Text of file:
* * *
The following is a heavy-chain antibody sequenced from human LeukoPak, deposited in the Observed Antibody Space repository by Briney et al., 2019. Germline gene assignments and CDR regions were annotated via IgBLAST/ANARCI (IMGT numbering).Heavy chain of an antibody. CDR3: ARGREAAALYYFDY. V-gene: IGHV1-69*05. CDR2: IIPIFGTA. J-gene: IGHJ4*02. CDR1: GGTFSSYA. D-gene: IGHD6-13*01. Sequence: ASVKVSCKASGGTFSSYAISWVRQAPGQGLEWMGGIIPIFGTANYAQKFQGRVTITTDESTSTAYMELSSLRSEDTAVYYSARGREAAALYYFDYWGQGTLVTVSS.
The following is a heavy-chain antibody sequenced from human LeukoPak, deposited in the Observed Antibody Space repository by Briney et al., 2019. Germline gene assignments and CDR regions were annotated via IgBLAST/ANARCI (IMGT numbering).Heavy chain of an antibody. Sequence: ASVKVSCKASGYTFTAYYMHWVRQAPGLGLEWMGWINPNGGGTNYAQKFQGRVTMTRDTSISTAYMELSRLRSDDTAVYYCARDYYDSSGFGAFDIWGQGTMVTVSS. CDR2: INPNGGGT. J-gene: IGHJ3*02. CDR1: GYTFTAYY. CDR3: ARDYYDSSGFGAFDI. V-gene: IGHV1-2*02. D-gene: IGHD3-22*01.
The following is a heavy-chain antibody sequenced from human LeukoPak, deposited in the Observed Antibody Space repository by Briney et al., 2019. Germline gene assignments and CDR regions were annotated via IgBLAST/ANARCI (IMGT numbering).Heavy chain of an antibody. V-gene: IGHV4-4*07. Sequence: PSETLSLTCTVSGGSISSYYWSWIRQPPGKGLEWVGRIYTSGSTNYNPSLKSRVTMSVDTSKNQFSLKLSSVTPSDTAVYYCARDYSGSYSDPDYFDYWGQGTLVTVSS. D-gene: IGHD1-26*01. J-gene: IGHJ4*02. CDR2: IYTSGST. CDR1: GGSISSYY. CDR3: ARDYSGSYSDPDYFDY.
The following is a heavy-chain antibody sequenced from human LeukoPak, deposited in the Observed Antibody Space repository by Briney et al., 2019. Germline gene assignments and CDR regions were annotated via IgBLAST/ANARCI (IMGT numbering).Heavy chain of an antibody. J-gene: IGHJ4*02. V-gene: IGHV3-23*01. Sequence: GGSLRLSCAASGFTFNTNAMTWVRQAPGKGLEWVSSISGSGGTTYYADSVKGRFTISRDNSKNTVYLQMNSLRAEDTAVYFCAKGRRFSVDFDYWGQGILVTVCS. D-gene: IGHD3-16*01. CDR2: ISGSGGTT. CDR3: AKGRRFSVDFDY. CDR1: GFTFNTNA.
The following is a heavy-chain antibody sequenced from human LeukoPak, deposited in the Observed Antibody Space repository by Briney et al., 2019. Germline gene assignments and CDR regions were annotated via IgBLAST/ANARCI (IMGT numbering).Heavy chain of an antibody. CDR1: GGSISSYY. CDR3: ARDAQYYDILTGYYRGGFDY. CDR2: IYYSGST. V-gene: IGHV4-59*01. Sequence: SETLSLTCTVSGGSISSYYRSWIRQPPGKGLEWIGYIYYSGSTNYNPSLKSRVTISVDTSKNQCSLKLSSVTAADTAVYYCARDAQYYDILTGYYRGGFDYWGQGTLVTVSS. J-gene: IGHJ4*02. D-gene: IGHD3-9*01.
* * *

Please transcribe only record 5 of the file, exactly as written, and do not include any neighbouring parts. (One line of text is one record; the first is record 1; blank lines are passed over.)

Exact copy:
The following is a heavy-chain antibody sequenced from human LeukoPak, deposited in the Observed Antibody Space repository by Briney et al., 2019. Germline gene assignments and CDR regions were annotated via IgBLAST/ANARCI (IMGT numbering).Heavy chain of an antibody. CDR1: GGSISSYY. CDR3: ARDAQYYDILTGYYRGGFDY. CDR2: IYYSGST. V-gene: IGHV4-59*01. Sequence: SETLSLTCTVSGGSISSYYRSWIRQPPGKGLEWIGYIYYSGSTNYNPSLKSRVTISVDTSKNQCSLKLSSVTAADTAVYYCARDAQYYDILTGYYRGGFDYWGQGTLVTVSS. J-gene: IGHJ4*02. D-gene: IGHD3-9*01.